Rumours that have all but been confirmed by the company itself suggest that Facebook is working behind the scenes on what amounts to an app store within Facebook. That is, a way to download apps from within the Facebook app by clicking on ads, essentially opening up Facebook as a portal to a whole new range of content.
The only catch is that - unless legislation changes elsewhere - the store will only be available in Europe. ‘Blame’ the EU’s Digital Markets Act which will pass into law in 2024 that forces the likes of Google and more specifically Apple to tear down their walled gardens and allow apps to be ‘side-loaded’ via other means.
Europe welcomes careful drivers
Meta (and Facebook) are obviously reasoning that Europe is a pretty big place and therefore it's worth the effort creating a Euro-only offering. Plus there’s a strong possibility of the same legislative changes (in some form) taking place in the US and elsewhere at some point in the future, in which case their store goes global.
And given that both Apple and Google currently charge app developers a 30% cut, any new game in town has the potential to undercut the giants, be exceedingly popular with app developers and make a lot of money.
AND while alternative app stores may have an uphill battle getting the attention of billions of smartphone users who are used to hitting the same, single, front-page button to get their apps, it’s fair to say that a brand as ubiquitous as Facebook won’t have the same trouble getting eyeballs.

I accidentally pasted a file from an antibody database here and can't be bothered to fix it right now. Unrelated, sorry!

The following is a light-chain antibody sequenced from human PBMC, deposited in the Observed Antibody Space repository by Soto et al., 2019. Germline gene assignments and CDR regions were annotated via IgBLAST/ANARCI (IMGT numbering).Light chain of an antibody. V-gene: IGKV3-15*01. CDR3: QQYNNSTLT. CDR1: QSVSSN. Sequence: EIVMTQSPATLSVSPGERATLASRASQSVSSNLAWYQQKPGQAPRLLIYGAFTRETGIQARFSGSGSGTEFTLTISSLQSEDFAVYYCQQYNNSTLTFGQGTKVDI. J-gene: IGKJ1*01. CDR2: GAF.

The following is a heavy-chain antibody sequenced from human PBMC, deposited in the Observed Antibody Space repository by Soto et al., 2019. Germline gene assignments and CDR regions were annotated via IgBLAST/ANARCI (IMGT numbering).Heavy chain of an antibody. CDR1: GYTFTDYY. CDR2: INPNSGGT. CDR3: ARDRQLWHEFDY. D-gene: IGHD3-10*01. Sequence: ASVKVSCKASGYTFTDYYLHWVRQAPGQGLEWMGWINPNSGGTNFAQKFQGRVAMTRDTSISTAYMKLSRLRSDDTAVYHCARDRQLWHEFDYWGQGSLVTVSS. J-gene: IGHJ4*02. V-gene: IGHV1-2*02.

Now app manufacturers can simply buy an ad placement on Facebook and have a button right there to install their app with no movement outside the platform, such as being kicked out to an App Store.
And the move is - in advance of official confirmation - already been welcomed in the industry. The CEO of alternative app store conduit Flexion Jens Lauritzson sums up the situation nicely. "What we are seeing is the result of regulatory pressure in the EU to open the app distribution market combined with changes in the user acquisition industry," he says. "Game developers are currently struggling with their user acquisition and reducing margins. More competition, like what Meta has announced, will improve the situation for developers over time."
All this and no charge…
So far there’s no word on how much Meta will be charging for such ads but the rumours state that up front fees from sales will be pegged at a nice round zero percent, unlike their competitors. And ‘free’ an awful lot less than 30% of everything.
The new offering is rumoured to launch as a pilot with selected Android app developers later this year, ready for the Digital Markets Act to smash open the doors when it’s introduced in spring 2024. Android being the smart choice to begin with as it already permits side-loading.
A spokesperson for Meta, Tom Channick, practially confirmed the plan to The Verge in an email, commenting, “We’ve always been interested in helping developers distribute their apps, and new options would add more competition in this space. Developers deserve more ways to easily get their apps to the people that want them.”
More stores, more choice and less fees. What's not to like?